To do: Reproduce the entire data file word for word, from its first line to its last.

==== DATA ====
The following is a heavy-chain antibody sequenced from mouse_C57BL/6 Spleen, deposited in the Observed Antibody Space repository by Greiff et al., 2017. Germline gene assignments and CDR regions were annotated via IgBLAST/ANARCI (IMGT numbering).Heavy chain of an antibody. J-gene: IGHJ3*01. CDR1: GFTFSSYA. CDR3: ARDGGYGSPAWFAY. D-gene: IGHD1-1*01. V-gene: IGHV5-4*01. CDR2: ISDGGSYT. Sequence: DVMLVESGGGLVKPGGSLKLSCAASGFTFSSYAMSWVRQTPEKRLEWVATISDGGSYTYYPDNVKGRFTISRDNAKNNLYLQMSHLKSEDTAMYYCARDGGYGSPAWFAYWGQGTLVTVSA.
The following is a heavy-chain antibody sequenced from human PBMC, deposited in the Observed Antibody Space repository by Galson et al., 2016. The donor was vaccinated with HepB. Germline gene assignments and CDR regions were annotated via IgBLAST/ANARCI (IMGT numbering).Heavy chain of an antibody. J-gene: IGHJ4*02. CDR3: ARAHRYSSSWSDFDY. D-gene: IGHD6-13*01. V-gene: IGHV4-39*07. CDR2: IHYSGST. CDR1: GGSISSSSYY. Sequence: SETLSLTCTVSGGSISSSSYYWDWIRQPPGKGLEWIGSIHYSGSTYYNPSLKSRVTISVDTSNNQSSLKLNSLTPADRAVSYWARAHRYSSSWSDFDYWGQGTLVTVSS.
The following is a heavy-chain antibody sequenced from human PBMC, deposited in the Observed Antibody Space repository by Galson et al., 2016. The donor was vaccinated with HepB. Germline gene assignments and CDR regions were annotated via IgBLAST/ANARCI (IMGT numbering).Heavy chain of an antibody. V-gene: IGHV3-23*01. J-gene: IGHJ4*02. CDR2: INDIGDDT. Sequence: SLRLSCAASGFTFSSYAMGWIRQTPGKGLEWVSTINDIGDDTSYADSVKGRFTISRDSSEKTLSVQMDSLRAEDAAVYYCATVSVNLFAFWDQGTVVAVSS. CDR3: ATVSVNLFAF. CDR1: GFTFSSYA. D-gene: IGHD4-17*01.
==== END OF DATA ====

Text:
The following is a heavy-chain antibody sequenced from mouse_C57BL/6 Spleen, deposited in the Observed Antibody Space repository by Greiff et al., 2017. Germline gene assignments and CDR regions were annotated via IgBLAST/ANARCI (IMGT numbering).Heavy chain of an antibody. J-gene: IGHJ3*01. CDR1: GFTFSSYA. CDR3: ARDGGYGSPAWFAY. D-gene: IGHD1-1*01. V-gene: IGHV5-4*01. CDR2: ISDGGSYT. Sequence: DVMLVESGGGLVKPGGSLKLSCAASGFTFSSYAMSWVRQTPEKRLEWVATISDGGSYTYYPDNVKGRFTISRDNAKNNLYLQMSHLKSEDTAMYYCARDGGYGSPAWFAYWGQGTLVTVSA.
The following is a heavy-chain antibody sequenced from human PBMC, deposited in the Observed Antibody Space repository by Galson et al., 2016. The donor was vaccinated with HepB. Germline gene assignments and CDR regions were annotated via IgBLAST/ANARCI (IMGT numbering).Heavy chain of an antibody. J-gene: IGHJ4*02. CDR3: ARAHRYSSSWSDFDY. D-gene: IGHD6-13*01. V-gene: IGHV4-39*07. CDR2: IHYSGST. CDR1: GGSISSSSYY. Sequence: SETLSLTCTVSGGSISSSSYYWDWIRQPPGKGLEWIGSIHYSGSTYYNPSLKSRVTISVDTSNNQSSLKLNSLTPADRAVSYWARAHRYSSSWSDFDYWGQGTLVTVSS.
The following is a heavy-chain antibody sequenced from human PBMC, deposited in the Observed Antibody Space repository by Galson et al., 2016. The donor was vaccinated with HepB. Germline gene assignments and CDR regions were annotated via IgBLAST/ANARCI (IMGT numbering).Heavy chain of an antibody. V-gene: IGHV3-23*01. J-gene: IGHJ4*02. CDR2: INDIGDDT. Sequence: SLRLSCAASGFTFSSYAMGWIRQTPGKGLEWVSTINDIGDDTSYADSVKGRFTISRDSSEKTLSVQMDSLRAEDAAVYYCATVSVNLFAFWDQGTVVAVSS. CDR3: ATVSVNLFAF. CDR1: GFTFSSYA. D-gene: IGHD4-17*01.